It is a new year and a new decade, I begin to ponder about the ancient Indian philosophy that advocates exemplary ways of life for individuals that are still relevant even in this decade. Our ancient scriptures proposed a rajasik way of life for kings (being the protector of people) and sathvik way of life for commoners. The rajasik qualities are strong, tenacious, self-driven, egocentric, energetic & trendy, whereas the sathvik qualities are natural, pure, calm, creative & virtuous.
Bisi bele bath was a speciality dish prepared in the kitchen of Mysore palace a few centuries ago, and it is still a popular rice dish in Karnataka. It is a hearty meal prepared by stewing rice, lentils & vegetables along with a spice powder in tamarind juice just like sambar sadam, or kadamba sadam or kootanchoru, a counterpart in Tamil cuisine. This Karnataka specialty dish is made flavourful by adding fresh peanuts along with other vegetables, a unique flavorful spice powder made with the distinctly aromatic Marati moggu (kapok bud) as the star ingredient, and also by adding the spices tempered in ghee. It is divine when spicy bisi bele bath is served hot (as the name [bisi means hot] suggests) & viscid and hence perfect meal for the cold winter nights.
Rose cookies (rosette cookies) are traditional Christmas cookies prepared in Scandinavian & a few European countries and also in most of the Southeast Asian countries. In India rose cookies are prepared for Christmas and also for Diwali, and they are known as achu murukku in Tamilnadu, achappam in Kerala, gulabi puvvulu in Andhra Pradesh, and Rose De Coque in Goa. Traditionally rose cookies are dusted with icing sugar and served with tea or coffee.
Horse gram crops are usually grown in drought-hit parts of India particularly in South India, and both the beans & hay are used as fodder mainly for horses. Since horse gram is considered a nutritional powerhouse, it is normally recommended for workmen or sportsmen who involve themselves in physically challenging activities, but for others it may be consumed in small quantity. So I used to make horse gram idli or dosa specially when my son actively participates in sports, and I also like to include horse gram into our diet during winter or monsoon as it is useful to keep our body warm in this season.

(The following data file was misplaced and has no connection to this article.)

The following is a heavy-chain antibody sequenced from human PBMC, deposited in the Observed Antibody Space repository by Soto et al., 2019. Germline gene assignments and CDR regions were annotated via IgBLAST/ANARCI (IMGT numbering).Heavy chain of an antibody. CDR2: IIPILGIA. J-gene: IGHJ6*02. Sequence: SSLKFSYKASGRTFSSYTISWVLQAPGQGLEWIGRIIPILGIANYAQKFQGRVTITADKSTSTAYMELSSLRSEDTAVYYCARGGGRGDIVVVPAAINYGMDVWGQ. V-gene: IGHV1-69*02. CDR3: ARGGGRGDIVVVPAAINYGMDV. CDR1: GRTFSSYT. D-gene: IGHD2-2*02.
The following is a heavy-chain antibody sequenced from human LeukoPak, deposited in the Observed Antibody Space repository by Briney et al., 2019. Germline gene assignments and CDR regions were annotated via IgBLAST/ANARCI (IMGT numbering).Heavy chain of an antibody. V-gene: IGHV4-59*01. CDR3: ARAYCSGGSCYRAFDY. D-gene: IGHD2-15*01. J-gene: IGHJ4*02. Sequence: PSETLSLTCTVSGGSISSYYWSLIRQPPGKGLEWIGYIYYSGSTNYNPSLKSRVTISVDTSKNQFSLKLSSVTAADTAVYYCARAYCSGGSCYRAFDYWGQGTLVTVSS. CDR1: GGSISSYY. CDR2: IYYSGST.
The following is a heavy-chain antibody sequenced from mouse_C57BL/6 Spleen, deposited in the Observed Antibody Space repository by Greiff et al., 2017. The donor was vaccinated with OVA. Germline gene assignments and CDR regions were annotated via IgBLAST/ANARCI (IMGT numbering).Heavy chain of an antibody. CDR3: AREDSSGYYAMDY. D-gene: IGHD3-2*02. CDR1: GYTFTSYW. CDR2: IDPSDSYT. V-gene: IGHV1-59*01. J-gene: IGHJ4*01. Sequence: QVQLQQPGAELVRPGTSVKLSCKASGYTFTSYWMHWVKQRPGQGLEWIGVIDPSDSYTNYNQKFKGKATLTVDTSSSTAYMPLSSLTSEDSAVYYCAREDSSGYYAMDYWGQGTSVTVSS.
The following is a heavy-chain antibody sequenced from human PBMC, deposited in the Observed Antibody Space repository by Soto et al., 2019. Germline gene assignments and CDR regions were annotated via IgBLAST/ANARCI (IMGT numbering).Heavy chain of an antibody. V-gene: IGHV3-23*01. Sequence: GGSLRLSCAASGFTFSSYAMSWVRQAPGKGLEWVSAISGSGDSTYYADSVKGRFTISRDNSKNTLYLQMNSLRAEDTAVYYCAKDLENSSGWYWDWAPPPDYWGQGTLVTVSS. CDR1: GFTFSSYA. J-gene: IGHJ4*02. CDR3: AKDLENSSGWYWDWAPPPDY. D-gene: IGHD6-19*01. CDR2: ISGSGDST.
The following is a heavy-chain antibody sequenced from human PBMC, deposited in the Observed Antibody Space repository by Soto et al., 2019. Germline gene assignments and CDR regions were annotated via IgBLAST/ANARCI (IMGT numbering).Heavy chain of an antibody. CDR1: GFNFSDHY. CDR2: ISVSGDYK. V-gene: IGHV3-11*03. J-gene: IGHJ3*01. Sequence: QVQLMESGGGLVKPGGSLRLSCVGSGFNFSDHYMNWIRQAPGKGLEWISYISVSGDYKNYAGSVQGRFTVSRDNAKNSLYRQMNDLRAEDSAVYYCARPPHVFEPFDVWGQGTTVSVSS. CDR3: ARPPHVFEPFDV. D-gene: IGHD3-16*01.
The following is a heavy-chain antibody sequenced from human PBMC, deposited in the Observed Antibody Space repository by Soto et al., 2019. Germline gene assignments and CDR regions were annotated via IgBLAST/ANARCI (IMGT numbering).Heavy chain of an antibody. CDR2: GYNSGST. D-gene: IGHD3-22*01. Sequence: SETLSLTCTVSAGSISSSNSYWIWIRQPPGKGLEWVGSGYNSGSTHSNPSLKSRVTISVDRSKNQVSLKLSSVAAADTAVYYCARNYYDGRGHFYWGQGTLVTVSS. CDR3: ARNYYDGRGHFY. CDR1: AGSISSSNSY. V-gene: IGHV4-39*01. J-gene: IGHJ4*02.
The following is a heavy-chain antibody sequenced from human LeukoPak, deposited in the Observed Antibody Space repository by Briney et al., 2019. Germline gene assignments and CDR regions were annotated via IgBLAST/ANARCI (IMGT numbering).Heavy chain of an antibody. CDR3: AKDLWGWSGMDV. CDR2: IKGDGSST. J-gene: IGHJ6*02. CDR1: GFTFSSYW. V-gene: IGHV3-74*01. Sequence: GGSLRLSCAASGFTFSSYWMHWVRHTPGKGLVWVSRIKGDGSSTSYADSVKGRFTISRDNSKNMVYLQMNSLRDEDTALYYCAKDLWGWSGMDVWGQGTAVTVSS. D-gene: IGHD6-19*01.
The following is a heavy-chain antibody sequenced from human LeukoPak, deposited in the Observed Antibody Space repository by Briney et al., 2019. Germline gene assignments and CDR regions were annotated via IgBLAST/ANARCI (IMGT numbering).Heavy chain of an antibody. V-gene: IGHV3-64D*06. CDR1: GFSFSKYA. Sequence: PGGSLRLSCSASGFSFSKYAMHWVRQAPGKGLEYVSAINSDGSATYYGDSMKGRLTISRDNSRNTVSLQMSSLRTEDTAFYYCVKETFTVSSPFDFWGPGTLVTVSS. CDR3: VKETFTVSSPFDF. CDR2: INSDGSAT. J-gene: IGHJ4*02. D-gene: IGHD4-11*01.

Hummus, an ancient Arabic appetizer, is now available in every supermarket as it took the western world by storm a few decades ago. Traditional hummus is nothing but the creamy blend of chickpeas & sesame seeds. Now there are different flavors of hummus available in the market to satisfy the ever growing demands of consumers across the world. Sabra is the most popular American brand for dips/ spreads namely Mediterranean hummus & Mexican guacamole. Wingreens is one of the few Indian brands selling hummus and they all boast to sell the “original” hummus. Unfortunately there is no Indian brand for hummus with Indian flavors, so I have tried spicy green hummus & red hummus that suit our palates.
Greens curry is one of the most favorite curries not only for Indians but also for the foodies around the globe. It is a traditional winter curry prepared using different leafy greens & cottage cheese (paneer). Palak paneer is the most commonly prepared curry using palak (spinach) whereas saag paneer is prepared using mustard leaves popular mainly in Odisha, West Bengal, Kashmir & Punjab.
It is the peak of festive season here, Diwali is in the air, young girls & boys are on a shopping spree buying clothes, accessories, electronic gadgets, fireworks, etc. to celebrate this Diwali grander than the previous years. Men are looking forward to spend this weekend with his near & dear. Women are toiling away in the kitchen to treat her family & guests with scrumptious goodies. We usually prepare coconut burfi a couple of days before Deepavali as it is made using fresh coconut meat that won’t stay fresh longer.
Sneha is the Sanskrit word for oils extracted from plants & animals, and it also means “friendly” in Tamil, Hindi, and other Indian languages. Apparently oil is viewed as a friendly substance and according to Ayurveda oil purifies, calms, and nourishes our mind & body. Since oil signifies purification, peace & prosperity, it is no wonder that we follow the tradition of taking oil bath (ennai kuliyal) & heating up an oil pot (ennai chatti kaya vaipathu) on the day of Deepavali. Generally we use sesame oil for oil bath, peanut oil for frying savory stuffs and ghee for making sweets. My mother usually makes deep-fried mundhri kothu or suseeyam (sweet dumplings), vadai or bajji (savory dumplings) and ukkarai fried in ghee for every Deepavali.